And the mummies themselves:

          They resembled nothing more than those preliminary erections of a sculptor, the wire frame, the first tendons of clay, the muscles, and a thin lacquer of skin. They were unfinished, all one hundred and fifteen of them.
          They were parchment-colored and the skin was stretched as if to dry, from bone to bone. The bodies were intact, only the watery humors had evaporated from them.
          "The climate," said the caretaker. "It preserves them. Very dry."
          "How long have they been here?" asked Joseph.
          "Some one year, some five, senor, some ten, some seventy."
 Such precise language in those descriptions - poetic, yes, but with a photographic clarity.

One of the strengths of the story is the way it gradually shifts away from the twin protagonists of Joseph and Marie - they're both together, and Joseph seems to have made their plans for them - to the focus on Marie alone, but with a final shift at the end to Joseph alone (the final shift being for reasons which you will discover when you read the story).

As with "The Small Assassin", there is a strong focus on a central female character here, albeit another "tortured heroine".


The Adaptations

"The Small Assassin" has been adapted for visual media a couple of times, and has turned out well each time. The story has a lot of visual suspense built in, such as the baby's carefully placed toy, intended to cause the mother to trip. Bradbury himself adapted it in 1988 for The Ray Bradbury Theater, and director Chris Charles oversaw a short film version released in 2006.

Dr Jeffers, as played by Cyril Cusack (of Fahrenheit 451 fame) in the RBT production of "The Small Assassin".
The chief suspect in the RBT production of "The Small Assassin".
A troubled mother from the 2006 short film...

...and the dastardly deed committed by the evil child.

"The Next in Line", on the other hand, has worked well on radio. While the story could work well on the screen, it also lends itself to the "better pictures" you often get in the sound-only medium, as evidenced by the BBC Fear on Four series, with a 1992 script by Brian Sibley.

Many of the other stories from The Small Assassin have also been adapted: "The Lake", "The Crowd", "The Man Upstairs", "The Tombstone", "The Handler", "Let's Play Poison" and "The Dead Man" all turned up on The Ray Bradbury Theater, all (of course) dramatised by Bradbury himself. In all, eight stories out of the thirteeen in the book were adapted for that series, probably something of a record.

Find Out More...

See my page for The Small Assassin, here.

Read my review of Bradbury's own screen adaptation of "The Small Assassin" here, and my review of the Chris Charles short film here.

Listen and Watch...

Watch Bradbury's TV adaptation of "The Small Assassin" here. And see the trailer for the 2006 short film here.

Read about Brian Sibley's adaptation of "The Next in Line", and listen to a recording of the play here.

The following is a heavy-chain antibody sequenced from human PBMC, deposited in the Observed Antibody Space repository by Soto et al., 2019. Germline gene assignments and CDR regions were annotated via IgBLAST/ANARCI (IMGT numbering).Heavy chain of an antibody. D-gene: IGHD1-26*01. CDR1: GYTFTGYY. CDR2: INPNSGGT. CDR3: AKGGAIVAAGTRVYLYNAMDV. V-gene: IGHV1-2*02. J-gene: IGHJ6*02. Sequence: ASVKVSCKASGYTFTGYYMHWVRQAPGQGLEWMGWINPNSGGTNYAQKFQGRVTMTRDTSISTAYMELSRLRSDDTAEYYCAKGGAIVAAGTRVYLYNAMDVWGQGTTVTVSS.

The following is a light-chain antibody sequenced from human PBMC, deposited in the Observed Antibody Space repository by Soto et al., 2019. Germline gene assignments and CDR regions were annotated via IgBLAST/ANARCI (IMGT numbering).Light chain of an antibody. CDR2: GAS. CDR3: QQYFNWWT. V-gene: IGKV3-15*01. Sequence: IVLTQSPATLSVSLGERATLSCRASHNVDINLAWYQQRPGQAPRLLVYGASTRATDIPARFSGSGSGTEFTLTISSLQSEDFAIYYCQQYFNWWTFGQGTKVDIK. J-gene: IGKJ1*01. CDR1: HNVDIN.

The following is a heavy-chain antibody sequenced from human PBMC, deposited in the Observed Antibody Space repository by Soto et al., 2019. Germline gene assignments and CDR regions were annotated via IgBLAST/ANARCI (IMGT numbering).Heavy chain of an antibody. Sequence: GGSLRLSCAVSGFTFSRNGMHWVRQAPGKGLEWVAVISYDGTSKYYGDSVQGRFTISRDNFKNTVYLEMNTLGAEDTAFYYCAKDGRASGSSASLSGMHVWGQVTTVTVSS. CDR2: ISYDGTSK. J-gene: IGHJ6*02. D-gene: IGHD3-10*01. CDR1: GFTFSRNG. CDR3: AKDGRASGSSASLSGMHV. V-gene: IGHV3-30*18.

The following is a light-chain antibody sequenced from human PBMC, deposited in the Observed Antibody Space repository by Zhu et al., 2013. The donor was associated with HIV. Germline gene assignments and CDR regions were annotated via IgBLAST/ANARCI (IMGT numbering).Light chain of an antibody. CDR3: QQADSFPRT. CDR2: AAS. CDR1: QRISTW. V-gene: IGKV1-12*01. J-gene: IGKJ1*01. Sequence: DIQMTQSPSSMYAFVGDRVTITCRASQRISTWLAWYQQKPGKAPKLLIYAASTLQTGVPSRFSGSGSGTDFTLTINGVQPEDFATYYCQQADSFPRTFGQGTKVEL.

Next Up...

The next of my Lockdown Choices will be Bradbury's second book of the year 1962: Something Wicked This Way Comes.

Sunday, May 03, 2020

The Breathless 1950s

Ray Bradbury in the 1950s. Photo by Morris Dollens.
If you've been following my posts of late, you will know that I have been working through each of Ray Bradbury's books in order of original publication, explaining a bit about how each book came about, and selecting the best stories and adaptations from each one.

So far, I have covered all the books from the 1940s and 1950s. And what a breathless decade(-and-a-bit) it's been.

By the end of 1959, Bradbury had published nine books: three novels (or packaged to appear like novels), five short story collections, and one children's book.

By the end of 1959, at the age of thirty-nine, he had been publishing short stories for twenty-two years, and had totalled 249 of them. That's an average of 11.3 per year, but with a peak of 24 stories in 1950.

Oh, and he had written screenplays for two feature films which had been made (and at least three others which hadn't been made), and had written about seven TV scripts which had been filmed (and others which hadn't).

This was a phenomenal output, and at a level which no mortal would be able to sustain.

How did he manage it?

It came from his commitment to writing. At various times he would recommend that writers should start a new short story every day. Not finish, start; he would do as much as he could, then put the story-in-progress aside for later revision. Each story completed would be circulated to magazine editors, in hope of a sale.

At other times he would suggest that you complete a story every week, in order to guarantee that you turned out something of quality. (He argued that there's no way anyone could write 52 bad stories in a year.) If you complete - and send out - one story a week, by the end of the year you'd have 52 stories in circulation around the various editors.

In the books he published up to and including 1959, Bradbury had:

  • Revised, collected, revised again, and re-collected his best horror/dark fantasy work in Dark Carnival and The October Country
  • Collected his best science fiction stories in The Martian Chronicles, The Illustrated Man (and Fahrenheit 451)
  • Written one of the enduring classic dystopias, Fahrenheit 451
  • Collected his finest semi-autobiographical stories in Dandelion Wine
  • Broken free of the pulp magazine "ghetto"
  • Established himself as one of the leading twentieth-century fantasists
All of this, and more, before the age of forty.

And... he still had another fifty-some years of active writing ahead of him.


Take a breather. Then, when you and I are ready, we'll move on to the 1960s.